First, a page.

A Guide to Matching Flowers to Your Menu
Cooking dinner for your sweetie at home this Valentine’s Day? We’re all for it (in fact, we have a few ideas on what to cook). But what’s for supper is just one part of setting the sultry scene. To help you pair your meal with the most fitting flowers, we asked Caroline Bailly to play matchmaker. Whether you’ve got a classic French feast in mind, or you’re planning to heat things up with a spicy Thai curry, the founder of L’Atelier Rose has the right buds for you.
French + Hand-Tied Roses
While the new wave of French cooking is notable for its enthusiasm in breaking the rules, classic French fare is steeped in, if not defined by, its reverence of tradition. The iconic presentation of hand-tied roses (often the first and most indicative test of any florist’s talent) is consistent with the latter — but use unconventional roses and leave the bright green stems and foliage exposed, and your hand-tied arrangement will stand up to more modern interpretations as well.
Italian + Sweet Peas
Not all pairings have to be matchy-matchy. Sweet peas, which are grown in Italy, have a delicacy that makes for a lovely contrast with the often robust Italian-American cuisine.
Japanese + Ikebana
Japanese cooking and Ikebana, the Japanese art of flower design, emphasize stellar technique above all else; the focus of both is to highlight the ingredients without the fuss of extraneous components. Just as a plate may feature only a single piece of fish, yet make an incredibly strong impression because of the intense care and focus in the preparation, Ikebana-style arrangements tend to incorporate more sparse, architectural flowers that are minimalist without being austere.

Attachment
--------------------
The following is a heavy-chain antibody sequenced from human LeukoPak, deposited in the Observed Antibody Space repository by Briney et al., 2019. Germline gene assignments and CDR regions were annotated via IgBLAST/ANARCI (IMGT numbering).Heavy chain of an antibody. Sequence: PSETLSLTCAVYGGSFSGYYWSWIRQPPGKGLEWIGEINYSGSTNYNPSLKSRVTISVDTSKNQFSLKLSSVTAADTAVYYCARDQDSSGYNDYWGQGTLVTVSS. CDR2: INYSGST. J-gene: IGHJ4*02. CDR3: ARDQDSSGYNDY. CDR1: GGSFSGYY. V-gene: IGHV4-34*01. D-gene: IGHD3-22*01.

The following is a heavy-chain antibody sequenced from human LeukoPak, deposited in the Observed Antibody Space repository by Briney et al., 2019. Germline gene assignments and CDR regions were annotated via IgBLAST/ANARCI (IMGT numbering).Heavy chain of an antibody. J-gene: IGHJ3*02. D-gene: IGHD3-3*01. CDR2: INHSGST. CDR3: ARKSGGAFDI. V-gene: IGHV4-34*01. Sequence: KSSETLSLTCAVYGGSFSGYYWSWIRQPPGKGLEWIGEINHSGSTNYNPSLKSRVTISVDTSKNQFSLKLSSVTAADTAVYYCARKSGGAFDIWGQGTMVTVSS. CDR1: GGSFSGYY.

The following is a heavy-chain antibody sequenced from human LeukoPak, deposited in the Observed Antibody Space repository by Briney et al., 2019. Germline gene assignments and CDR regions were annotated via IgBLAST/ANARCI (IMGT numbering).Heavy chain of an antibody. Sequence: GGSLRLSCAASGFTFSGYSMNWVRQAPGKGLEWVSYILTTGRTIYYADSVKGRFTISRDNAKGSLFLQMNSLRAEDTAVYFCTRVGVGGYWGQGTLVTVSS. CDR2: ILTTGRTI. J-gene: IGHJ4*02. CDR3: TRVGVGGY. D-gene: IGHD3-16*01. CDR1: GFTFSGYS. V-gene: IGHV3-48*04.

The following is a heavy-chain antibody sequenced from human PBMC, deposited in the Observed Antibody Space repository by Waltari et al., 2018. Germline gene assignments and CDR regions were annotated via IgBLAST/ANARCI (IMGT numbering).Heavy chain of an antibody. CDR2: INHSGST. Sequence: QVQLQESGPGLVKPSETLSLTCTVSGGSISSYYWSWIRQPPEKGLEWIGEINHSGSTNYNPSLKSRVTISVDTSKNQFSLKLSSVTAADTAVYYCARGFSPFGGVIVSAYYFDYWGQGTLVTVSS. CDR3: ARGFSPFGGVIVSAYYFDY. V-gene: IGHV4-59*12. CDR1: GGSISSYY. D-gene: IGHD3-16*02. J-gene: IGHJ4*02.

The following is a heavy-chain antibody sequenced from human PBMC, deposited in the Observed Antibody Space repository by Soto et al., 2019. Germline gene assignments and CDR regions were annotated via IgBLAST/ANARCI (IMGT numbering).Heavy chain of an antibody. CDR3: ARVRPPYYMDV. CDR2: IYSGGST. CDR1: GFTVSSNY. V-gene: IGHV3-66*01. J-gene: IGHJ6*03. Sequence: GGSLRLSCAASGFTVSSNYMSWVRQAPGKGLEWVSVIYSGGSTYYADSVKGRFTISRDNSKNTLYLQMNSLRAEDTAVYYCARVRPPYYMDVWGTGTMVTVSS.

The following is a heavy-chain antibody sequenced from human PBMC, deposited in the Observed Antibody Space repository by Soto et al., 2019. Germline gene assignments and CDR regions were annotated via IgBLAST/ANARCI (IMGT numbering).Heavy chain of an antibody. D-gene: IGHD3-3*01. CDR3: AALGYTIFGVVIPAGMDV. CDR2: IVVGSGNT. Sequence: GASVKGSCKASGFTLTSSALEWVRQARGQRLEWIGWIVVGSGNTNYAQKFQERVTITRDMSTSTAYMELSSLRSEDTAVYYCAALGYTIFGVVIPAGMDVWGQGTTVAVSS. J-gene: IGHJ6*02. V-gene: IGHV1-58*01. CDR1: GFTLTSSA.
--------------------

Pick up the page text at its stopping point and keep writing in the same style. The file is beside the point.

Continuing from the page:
Thai + Ginger Flowers
Ginger flowers are grown only in tropical climates, and are a staple in Southeast-Asian cooking. They come in bright, exuberant colors, with the most commonly seen variety a saturated red that, even in smaller groupings, makes a meaningful accent to any tablescape. The bold colors are consistent with the bold flavors of Thai cuisine, and tie the centerpiece and meal together without being obvious or overly literal.
Middle Eastern + Jasmine
Middle Eastern cuisine is highly fragrant, so one should be careful in choosing flowers with scents that will complement the aromatic dishes. Jasmine is an important feature in many Middle Eastern nations’ cultures, and the fragrance pairs well with the assertive food without clashing or competing. Even just a hint of jasmine paired with other less fragrant blooms is a nice touch.
British Gastropub + Garden Roses
A traditional English flower, the garden rose, presented simply, is a great complement to the hearty pub fare Britain is known for. And something rich and meaty is something most of us can get behind in the cold winter months.
Spanish Tapas + Red Carnations
Carnations are the national flower of Spain, and are often seen in the mouths and hair of flamenco dancers — one of the most romantic of Spanish cultural traditions. Because red carnations are small and flexible, you can shape them in a wide variety of vases and containers — dense bunches, single stems — and craft a unique array to go with your patatas bravas, croquetas, and tortilla espanol.